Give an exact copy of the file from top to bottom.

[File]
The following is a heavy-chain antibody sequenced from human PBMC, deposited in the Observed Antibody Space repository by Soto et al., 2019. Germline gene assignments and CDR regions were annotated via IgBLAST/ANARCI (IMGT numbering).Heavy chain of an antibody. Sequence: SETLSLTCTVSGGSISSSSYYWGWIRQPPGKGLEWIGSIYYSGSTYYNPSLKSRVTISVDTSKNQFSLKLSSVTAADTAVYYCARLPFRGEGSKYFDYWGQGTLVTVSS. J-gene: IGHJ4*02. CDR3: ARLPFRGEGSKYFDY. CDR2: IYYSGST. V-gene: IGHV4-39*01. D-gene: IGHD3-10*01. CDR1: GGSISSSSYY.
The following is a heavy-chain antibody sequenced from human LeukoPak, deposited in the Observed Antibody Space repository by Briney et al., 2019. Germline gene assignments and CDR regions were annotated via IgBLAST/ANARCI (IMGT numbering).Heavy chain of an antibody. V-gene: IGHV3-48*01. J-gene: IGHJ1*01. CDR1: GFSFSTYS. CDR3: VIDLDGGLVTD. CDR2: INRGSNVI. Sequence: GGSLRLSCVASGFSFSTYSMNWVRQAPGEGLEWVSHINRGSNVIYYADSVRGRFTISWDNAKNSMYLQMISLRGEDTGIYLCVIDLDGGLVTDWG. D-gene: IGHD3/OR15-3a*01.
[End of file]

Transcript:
The following is a heavy-chain antibody sequenced from human PBMC, deposited in the Observed Antibody Space repository by Soto et al., 2019. Germline gene assignments and CDR regions were annotated via IgBLAST/ANARCI (IMGT numbering).Heavy chain of an antibody. Sequence: SETLSLTCTVSGGSISSSSYYWGWIRQPPGKGLEWIGSIYYSGSTYYNPSLKSRVTISVDTSKNQFSLKLSSVTAADTAVYYCARLPFRGEGSKYFDYWGQGTLVTVSS. J-gene: IGHJ4*02. CDR3: ARLPFRGEGSKYFDY. CDR2: IYYSGST. V-gene: IGHV4-39*01. D-gene: IGHD3-10*01. CDR1: GGSISSSSYY.
The following is a heavy-chain antibody sequenced from human LeukoPak, deposited in the Observed Antibody Space repository by Briney et al., 2019. Germline gene assignments and CDR regions were annotated via IgBLAST/ANARCI (IMGT numbering).Heavy chain of an antibody. V-gene: IGHV3-48*01. J-gene: IGHJ1*01. CDR1: GFSFSTYS. CDR3: VIDLDGGLVTD. CDR2: INRGSNVI. Sequence: GGSLRLSCVASGFSFSTYSMNWVRQAPGEGLEWVSHINRGSNVIYYADSVRGRFTISWDNAKNSMYLQMISLRGEDTGIYLCVIDLDGGLVTDWG. D-gene: IGHD3/OR15-3a*01.